When Ford (NYSE:F), Chrylser and GM (OTC:MTLQQ) began hearing the backlash, their PR teams sprang into action - by pointing out that corporate policies required private jets "for safety reasons", and focusing on that issue was merely "diverting attention away from a critical debate". For those who do not remember, that "critical debate" was basically "gimme, gimme, gimme!"
Of course, keep in mind that GM later launched an ad campaign to talk about how it repaid its government loans - but then failed to mention that that payback was funded by other government funds made available to the company through the Troubled Asset Relief Program (TARP).
It is a sad statement of affairs when it is all but impossible for an airline to disappoint people's expectations of a flight experience. Really, at this point, most of us are just happy to have an indoor seat and arrive safely at our destination. Nevertheless, on a snowy Valentine's Day in 2007, JetBlue kept several plane loads of passengers sitting on the tarmac for hours - with one plane being held captive for nine hours. JetBlue eventually did apologize (five days later) and talked about a "customer bill of rights", but the damage had already been done. (Just how bad has flying become? Find out in 7 Air Travel Perks That Used To Be Free.)
6. Abercrombie & Fitch
Some companies just do not seem to learn. It seems like every other year or so, youth retailer Abercrombie & Fitch (NYSE:ANF) ticks off somebody with its behavior. Whether it's print ads that are a hair's breadth from soft-core porn, questionable taste (thongs for kids?), racist t-shirts, or company hiring policies that put the less-than-beautiful people in the back room, it is amazing to see a company that is so in tune with the tastes of its target market and so out of tune with larger society.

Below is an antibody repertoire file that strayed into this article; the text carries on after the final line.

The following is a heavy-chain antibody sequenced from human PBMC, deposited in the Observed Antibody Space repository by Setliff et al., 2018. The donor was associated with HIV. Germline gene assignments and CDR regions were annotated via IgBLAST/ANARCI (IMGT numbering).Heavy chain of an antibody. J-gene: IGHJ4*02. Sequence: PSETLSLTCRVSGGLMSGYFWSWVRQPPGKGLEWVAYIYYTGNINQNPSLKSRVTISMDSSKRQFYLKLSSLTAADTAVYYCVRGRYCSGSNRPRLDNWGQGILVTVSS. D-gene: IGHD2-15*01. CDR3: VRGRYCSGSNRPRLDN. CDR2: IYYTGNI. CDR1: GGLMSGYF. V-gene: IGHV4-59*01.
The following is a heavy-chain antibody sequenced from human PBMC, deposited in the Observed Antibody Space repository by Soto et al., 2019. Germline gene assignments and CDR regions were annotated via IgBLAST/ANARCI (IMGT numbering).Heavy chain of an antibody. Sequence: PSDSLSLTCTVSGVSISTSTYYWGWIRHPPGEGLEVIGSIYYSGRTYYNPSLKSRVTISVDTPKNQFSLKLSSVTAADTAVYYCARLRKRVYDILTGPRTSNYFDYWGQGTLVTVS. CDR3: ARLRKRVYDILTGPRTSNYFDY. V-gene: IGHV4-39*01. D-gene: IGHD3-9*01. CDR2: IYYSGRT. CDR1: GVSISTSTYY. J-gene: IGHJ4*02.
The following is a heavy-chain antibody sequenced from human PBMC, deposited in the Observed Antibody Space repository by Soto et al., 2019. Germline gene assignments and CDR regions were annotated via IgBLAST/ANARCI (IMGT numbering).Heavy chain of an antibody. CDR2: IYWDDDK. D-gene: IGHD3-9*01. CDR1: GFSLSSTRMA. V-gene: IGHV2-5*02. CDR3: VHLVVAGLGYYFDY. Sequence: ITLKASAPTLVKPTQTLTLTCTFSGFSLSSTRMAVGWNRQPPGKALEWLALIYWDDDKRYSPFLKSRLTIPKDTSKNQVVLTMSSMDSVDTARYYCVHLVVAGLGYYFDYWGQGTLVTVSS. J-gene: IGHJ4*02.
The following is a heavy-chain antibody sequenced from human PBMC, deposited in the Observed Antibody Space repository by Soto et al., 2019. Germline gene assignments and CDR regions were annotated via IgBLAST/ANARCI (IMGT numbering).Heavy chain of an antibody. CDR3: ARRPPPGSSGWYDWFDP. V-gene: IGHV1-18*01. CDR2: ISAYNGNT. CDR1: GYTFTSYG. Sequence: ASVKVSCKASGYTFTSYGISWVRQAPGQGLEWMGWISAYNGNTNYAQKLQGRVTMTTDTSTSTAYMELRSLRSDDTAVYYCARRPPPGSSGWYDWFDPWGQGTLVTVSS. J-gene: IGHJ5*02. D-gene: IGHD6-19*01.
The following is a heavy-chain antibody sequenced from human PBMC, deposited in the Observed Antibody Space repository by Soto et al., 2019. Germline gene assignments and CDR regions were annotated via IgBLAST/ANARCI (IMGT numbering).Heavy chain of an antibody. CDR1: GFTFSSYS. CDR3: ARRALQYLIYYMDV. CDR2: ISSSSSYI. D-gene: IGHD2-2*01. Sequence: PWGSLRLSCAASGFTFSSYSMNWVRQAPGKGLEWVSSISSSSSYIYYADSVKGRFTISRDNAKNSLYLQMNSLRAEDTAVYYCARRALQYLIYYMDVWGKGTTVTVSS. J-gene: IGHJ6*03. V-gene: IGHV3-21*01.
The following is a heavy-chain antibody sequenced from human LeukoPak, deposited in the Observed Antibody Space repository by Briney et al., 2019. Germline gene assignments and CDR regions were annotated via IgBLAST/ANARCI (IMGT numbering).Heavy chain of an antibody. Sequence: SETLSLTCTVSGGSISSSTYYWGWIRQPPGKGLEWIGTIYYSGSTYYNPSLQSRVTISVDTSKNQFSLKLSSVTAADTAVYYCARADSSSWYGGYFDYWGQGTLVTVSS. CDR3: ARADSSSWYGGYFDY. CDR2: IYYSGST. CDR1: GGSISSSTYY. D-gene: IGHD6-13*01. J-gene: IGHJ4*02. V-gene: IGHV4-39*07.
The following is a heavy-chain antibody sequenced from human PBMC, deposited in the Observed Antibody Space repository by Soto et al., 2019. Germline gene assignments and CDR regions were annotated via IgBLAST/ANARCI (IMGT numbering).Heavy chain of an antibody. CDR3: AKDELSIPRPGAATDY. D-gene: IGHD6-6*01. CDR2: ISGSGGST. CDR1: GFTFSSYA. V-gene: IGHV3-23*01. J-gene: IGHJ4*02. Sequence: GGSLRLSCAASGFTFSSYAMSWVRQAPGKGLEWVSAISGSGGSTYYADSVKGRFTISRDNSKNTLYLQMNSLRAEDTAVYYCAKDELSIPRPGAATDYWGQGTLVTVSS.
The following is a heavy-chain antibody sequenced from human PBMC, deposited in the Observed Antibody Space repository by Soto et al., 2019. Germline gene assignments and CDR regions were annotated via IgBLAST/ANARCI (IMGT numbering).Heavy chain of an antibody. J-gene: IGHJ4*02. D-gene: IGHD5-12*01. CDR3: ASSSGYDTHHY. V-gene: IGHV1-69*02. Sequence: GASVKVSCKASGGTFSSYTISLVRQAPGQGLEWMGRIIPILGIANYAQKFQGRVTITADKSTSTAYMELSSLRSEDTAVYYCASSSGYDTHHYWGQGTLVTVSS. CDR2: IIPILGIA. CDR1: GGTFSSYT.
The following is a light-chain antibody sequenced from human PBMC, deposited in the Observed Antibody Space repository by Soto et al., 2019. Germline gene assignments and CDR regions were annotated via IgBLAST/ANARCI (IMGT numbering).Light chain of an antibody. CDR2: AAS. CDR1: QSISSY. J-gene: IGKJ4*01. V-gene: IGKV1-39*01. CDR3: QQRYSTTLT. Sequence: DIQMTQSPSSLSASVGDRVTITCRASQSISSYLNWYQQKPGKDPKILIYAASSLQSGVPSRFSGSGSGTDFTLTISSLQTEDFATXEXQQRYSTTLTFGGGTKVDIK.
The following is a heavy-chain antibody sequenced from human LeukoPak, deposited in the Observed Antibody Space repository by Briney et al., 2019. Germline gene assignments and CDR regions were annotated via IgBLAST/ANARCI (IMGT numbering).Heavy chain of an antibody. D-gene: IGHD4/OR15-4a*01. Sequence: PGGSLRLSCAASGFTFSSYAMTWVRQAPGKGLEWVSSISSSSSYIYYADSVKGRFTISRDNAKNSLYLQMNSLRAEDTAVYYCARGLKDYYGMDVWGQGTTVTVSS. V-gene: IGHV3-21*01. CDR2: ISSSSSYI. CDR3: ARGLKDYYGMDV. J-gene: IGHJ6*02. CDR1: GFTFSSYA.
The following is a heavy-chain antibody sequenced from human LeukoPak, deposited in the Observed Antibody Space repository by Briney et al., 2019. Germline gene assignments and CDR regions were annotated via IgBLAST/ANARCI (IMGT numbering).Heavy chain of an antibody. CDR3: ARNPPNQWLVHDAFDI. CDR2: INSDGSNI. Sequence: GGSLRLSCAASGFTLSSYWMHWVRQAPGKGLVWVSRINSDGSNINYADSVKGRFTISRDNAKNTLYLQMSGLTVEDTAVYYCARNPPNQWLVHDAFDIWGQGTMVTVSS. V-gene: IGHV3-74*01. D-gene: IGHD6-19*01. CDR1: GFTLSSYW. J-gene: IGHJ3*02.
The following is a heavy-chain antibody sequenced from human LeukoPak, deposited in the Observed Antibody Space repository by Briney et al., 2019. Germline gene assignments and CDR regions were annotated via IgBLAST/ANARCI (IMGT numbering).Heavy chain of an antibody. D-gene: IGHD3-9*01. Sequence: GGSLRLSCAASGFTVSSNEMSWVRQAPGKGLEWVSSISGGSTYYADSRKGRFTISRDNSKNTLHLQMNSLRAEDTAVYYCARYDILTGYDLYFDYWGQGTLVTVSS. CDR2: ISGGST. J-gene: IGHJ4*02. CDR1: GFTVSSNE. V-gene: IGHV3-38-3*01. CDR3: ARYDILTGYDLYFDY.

Yes, Abercrombie can reap a benefit by seeming edgy and rebellious, but the company treads on thin ice, and eventually even the edgiest and most rebellious stars become tiresome and yesterday's news.
Perhaps it is testament to the loyalty of Apple (Nasdaq:AAPL) fans that the company does not join this list today. Much to the amazement of those of us who just do not "get" the love some people have for Apple, customers do not seem to be punishing the company for its antenna screw-up in the new iPhone.
Here, then, is a lesson - Apple has built up quite a reservoir of goodwill with its customer base and even though the company could have reacted faster and with a little more transparency, admitting that they screwed up and offering a free fix will likely prove enough to bury the memory of this screw-up in only a short period of time.
The Bottom Line
Boards of directors pay CEOs hundreds of times more than their workers, companies treat customers like cattle, and executives rarely find themselves called to account for slimy (if not illegal behavior). And yet, some companies nevertheless manage to push our sensibilities to the breaking point and earn themselves black eyes and yards of bad press.